On Wed, 2022-10-05 at 15:24 -0600, Karl Berry wrote: > What troubles me most is that there's no obvious way to debug any > test failure involving parallelism, since they go away with serial > execution. Any ideas about how to determine what is going wrong in > the parallel make? Any way to make parallel failures more > reproducible?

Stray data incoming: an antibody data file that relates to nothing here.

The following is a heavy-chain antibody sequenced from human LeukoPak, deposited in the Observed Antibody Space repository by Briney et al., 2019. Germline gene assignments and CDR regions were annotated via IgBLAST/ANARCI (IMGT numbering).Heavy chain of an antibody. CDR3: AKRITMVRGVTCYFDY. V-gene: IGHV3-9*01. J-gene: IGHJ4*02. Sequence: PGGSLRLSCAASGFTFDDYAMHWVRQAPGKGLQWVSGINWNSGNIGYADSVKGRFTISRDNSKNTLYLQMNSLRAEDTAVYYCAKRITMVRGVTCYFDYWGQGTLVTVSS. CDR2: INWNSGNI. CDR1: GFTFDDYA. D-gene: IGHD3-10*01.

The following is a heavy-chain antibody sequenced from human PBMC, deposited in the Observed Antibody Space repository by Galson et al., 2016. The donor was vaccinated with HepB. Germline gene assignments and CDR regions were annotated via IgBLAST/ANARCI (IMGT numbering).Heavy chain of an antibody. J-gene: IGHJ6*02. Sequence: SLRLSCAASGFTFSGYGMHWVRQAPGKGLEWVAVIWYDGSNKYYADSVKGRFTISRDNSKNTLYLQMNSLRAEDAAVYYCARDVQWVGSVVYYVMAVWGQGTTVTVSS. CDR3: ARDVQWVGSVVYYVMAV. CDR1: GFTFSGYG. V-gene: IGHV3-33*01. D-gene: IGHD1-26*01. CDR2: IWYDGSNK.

I don't have any great ideas myself. In the new prerelease of GNU make there's a --shuffle option which will randomize (or just reverse) the order in which prerequisites are built. Often if you have a timing-dependent failure, forcing the prerequisites to build in a different order can make the failure more obvious. In general, though, the best way to attack the issue is to try to understand why the failure happens: what goes wrong that causes the failure. If that can be understood then often we can envision a way that parallel or "out of order" builds might cause that problem. Alternatively since you seem to have relatively well-defined "good" and "bad" commits you could use git bisect to figure out which commit actually causes the problem (obviously you need to be able to force the failure, if not every time then at least often enough to detect a "bad" commit). Maybe that will shed some light. But I expect there's nothing here you haven't already thought of yourself :( :).